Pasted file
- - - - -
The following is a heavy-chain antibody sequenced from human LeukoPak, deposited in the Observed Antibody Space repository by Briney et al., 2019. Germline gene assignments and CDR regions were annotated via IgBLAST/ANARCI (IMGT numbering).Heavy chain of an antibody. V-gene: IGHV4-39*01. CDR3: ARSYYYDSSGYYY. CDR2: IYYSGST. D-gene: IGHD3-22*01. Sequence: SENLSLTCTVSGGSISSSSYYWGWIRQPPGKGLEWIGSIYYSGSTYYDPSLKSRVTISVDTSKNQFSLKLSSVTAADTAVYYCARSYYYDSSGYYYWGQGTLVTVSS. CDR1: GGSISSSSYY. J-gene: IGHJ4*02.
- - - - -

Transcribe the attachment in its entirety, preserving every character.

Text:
The following is a heavy-chain antibody sequenced from human LeukoPak, deposited in the Observed Antibody Space repository by Briney et al., 2019. Germline gene assignments and CDR regions were annotated via IgBLAST/ANARCI (IMGT numbering).Heavy chain of an antibody. V-gene: IGHV4-39*01. CDR3: ARSYYYDSSGYYY. CDR2: IYYSGST. D-gene: IGHD3-22*01. Sequence: SENLSLTCTVSGGSISSSSYYWGWIRQPPGKGLEWIGSIYYSGSTYYDPSLKSRVTISVDTSKNQFSLKLSSVTAADTAVYYCARSYYYDSSGYYYWGQGTLVTVSS. CDR1: GGSISSSSYY. J-gene: IGHJ4*02.